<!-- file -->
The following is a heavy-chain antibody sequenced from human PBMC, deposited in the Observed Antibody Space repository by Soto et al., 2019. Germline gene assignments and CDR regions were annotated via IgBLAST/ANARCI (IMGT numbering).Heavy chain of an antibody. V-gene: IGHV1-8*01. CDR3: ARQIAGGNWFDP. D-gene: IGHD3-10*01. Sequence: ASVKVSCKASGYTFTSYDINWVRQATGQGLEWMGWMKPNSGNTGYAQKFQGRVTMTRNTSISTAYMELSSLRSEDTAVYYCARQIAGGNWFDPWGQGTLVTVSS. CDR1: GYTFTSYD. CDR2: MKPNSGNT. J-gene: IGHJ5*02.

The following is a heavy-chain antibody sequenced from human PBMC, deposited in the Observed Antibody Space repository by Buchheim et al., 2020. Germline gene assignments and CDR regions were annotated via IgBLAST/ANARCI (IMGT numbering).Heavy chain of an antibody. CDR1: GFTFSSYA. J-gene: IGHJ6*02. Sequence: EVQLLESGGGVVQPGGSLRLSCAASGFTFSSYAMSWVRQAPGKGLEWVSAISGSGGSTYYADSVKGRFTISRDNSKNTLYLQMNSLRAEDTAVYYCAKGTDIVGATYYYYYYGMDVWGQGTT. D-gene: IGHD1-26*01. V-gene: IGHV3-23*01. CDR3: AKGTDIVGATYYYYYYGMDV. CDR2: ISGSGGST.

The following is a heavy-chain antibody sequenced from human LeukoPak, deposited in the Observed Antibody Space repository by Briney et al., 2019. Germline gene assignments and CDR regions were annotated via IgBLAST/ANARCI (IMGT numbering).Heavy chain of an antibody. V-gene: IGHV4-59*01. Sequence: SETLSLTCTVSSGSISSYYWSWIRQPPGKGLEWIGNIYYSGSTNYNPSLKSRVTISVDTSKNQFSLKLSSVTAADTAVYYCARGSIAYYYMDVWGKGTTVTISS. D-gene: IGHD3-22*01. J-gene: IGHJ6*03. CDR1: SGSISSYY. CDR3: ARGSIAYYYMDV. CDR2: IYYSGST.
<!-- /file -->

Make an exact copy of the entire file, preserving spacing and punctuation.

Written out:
The following is a heavy-chain antibody sequenced from human PBMC, deposited in the Observed Antibody Space repository by Soto et al., 2019. Germline gene assignments and CDR regions were annotated via IgBLAST/ANARCI (IMGT numbering).Heavy chain of an antibody. V-gene: IGHV1-8*01. CDR3: ARQIAGGNWFDP. D-gene: IGHD3-10*01. Sequence: ASVKVSCKASGYTFTSYDINWVRQATGQGLEWMGWMKPNSGNTGYAQKFQGRVTMTRNTSISTAYMELSSLRSEDTAVYYCARQIAGGNWFDPWGQGTLVTVSS. CDR1: GYTFTSYD. CDR2: MKPNSGNT. J-gene: IGHJ5*02.

The following is a heavy-chain antibody sequenced from human PBMC, deposited in the Observed Antibody Space repository by Buchheim et al., 2020. Germline gene assignments and CDR regions were annotated via IgBLAST/ANARCI (IMGT numbering).Heavy chain of an antibody. CDR1: GFTFSSYA. J-gene: IGHJ6*02. Sequence: EVQLLESGGGVVQPGGSLRLSCAASGFTFSSYAMSWVRQAPGKGLEWVSAISGSGGSTYYADSVKGRFTISRDNSKNTLYLQMNSLRAEDTAVYYCAKGTDIVGATYYYYYYGMDVWGQGTT. D-gene: IGHD1-26*01. V-gene: IGHV3-23*01. CDR3: AKGTDIVGATYYYYYYGMDV. CDR2: ISGSGGST.

The following is a heavy-chain antibody sequenced from human LeukoPak, deposited in the Observed Antibody Space repository by Briney et al., 2019. Germline gene assignments and CDR regions were annotated via IgBLAST/ANARCI (IMGT numbering).Heavy chain of an antibody. V-gene: IGHV4-59*01. Sequence: SETLSLTCTVSSGSISSYYWSWIRQPPGKGLEWIGNIYYSGSTNYNPSLKSRVTISVDTSKNQFSLKLSSVTAADTAVYYCARGSIAYYYMDVWGKGTTVTISS. D-gene: IGHD3-22*01. J-gene: IGHJ6*03. CDR1: SGSISSYY. CDR3: ARGSIAYYYMDV. CDR2: IYYSGST.